See how possible that is?

Monday, October 30, 2006


I recently caught a glimpse of an essay that complained about Supernatural being the anti-Buffy, and basically a regression from strong female roles. It discussed that the only strong woman on season one was evil, and the two "good girls" were murdered early on and never replaced.

This kind of resonated with me, because lately the TV shows I've liked (since Alias was canceled, anyway), I've liked because of the men and not the women, and I've felt guilty about it. I worship Joss Whedon, who is all about the strong female characters and does them damned well. So liking Supernatural, after I skimmed this essay, made me feel disloyal to both my gender and a writer I respect and adore and aspire to be like (though I'll never come close to his wit).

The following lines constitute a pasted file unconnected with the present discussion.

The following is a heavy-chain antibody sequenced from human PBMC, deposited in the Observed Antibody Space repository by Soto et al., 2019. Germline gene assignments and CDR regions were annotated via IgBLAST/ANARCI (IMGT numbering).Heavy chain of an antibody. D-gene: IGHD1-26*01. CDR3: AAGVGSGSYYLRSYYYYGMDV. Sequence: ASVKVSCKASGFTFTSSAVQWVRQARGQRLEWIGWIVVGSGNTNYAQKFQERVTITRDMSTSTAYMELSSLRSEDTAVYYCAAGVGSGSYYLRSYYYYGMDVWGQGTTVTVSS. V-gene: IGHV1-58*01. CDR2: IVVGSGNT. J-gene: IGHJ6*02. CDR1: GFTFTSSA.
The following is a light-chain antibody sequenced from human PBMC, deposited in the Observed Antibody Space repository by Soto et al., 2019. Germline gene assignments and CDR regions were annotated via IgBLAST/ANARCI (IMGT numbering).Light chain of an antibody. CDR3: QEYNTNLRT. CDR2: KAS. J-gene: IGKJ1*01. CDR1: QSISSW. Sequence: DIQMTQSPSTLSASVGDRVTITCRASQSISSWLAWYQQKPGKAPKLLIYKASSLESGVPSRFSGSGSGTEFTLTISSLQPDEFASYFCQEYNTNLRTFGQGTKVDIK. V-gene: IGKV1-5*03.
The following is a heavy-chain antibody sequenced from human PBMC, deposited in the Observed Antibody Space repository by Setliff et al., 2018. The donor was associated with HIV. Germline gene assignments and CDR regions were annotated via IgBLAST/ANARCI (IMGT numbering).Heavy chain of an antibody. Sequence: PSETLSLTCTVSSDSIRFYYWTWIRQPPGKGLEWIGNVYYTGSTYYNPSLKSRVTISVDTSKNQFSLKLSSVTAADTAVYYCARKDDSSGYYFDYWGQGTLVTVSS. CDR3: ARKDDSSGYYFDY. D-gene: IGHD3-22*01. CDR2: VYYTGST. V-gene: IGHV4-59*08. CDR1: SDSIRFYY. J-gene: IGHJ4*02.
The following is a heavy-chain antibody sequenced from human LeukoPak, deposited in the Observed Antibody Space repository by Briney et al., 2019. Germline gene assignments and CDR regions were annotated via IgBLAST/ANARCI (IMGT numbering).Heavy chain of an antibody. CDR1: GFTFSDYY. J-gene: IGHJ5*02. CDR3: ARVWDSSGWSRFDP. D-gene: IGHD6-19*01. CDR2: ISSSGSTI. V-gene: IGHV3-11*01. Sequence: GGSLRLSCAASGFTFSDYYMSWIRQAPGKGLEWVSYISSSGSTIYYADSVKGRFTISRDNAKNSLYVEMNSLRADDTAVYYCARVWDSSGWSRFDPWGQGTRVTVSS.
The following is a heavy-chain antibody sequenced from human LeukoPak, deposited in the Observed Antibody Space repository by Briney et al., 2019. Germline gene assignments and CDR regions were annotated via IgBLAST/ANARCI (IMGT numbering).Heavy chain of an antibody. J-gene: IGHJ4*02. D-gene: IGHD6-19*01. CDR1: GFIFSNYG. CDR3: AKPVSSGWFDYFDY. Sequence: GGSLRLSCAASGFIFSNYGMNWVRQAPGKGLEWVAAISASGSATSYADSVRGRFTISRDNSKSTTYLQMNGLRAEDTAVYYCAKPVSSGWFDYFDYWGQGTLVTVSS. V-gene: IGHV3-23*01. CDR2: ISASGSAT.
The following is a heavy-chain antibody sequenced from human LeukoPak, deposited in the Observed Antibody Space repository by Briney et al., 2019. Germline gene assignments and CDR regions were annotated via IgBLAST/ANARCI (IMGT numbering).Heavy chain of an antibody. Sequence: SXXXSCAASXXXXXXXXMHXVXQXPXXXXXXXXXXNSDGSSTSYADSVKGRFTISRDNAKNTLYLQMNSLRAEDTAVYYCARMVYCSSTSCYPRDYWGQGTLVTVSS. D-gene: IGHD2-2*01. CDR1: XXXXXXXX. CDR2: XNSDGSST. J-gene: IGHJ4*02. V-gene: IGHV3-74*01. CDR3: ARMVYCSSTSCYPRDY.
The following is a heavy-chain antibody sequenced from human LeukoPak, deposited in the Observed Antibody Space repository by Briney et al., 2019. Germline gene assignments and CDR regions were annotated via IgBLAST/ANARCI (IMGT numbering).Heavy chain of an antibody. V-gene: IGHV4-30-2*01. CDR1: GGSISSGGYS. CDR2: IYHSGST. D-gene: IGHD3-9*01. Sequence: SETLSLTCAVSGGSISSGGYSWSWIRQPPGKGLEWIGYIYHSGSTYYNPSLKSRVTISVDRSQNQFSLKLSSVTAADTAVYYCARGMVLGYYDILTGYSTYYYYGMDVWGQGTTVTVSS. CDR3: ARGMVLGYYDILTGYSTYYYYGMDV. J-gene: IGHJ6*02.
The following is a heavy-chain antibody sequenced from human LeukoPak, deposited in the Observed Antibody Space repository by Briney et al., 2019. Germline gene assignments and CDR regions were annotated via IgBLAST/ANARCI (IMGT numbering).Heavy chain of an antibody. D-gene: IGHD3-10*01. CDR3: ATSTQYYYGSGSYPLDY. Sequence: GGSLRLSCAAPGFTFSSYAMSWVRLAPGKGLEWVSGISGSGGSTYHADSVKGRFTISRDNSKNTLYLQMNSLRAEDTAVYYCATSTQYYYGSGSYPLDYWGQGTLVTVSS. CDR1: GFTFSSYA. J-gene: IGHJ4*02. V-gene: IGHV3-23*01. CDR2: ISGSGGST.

I've been thinking about this a lot, and I've decided it's okay to like Supernatural the way it is. And not just because it's my favorite show and I hate feeling guilty.

First, they have added a strong female role, small though the part may be. There is evidence that another female character may be getting similar treatment (her debut was perfect), though I don't like her and don't want her to have a much bigger role in the show.

Also, I don't think EVERYTHING in life has to address every issue. Supernatural isn't about women and their roles in demon-hunting society. It's about two brothers and the journey they are on. The relationship between Sam and Dean is most important, and the biggest influence on them (besides their father) has been the absence of a strong woman in their lives. There's nothing wrong with their dynamic. It hasn't caused them to subjugate women, or dismiss them, or treat them poorly.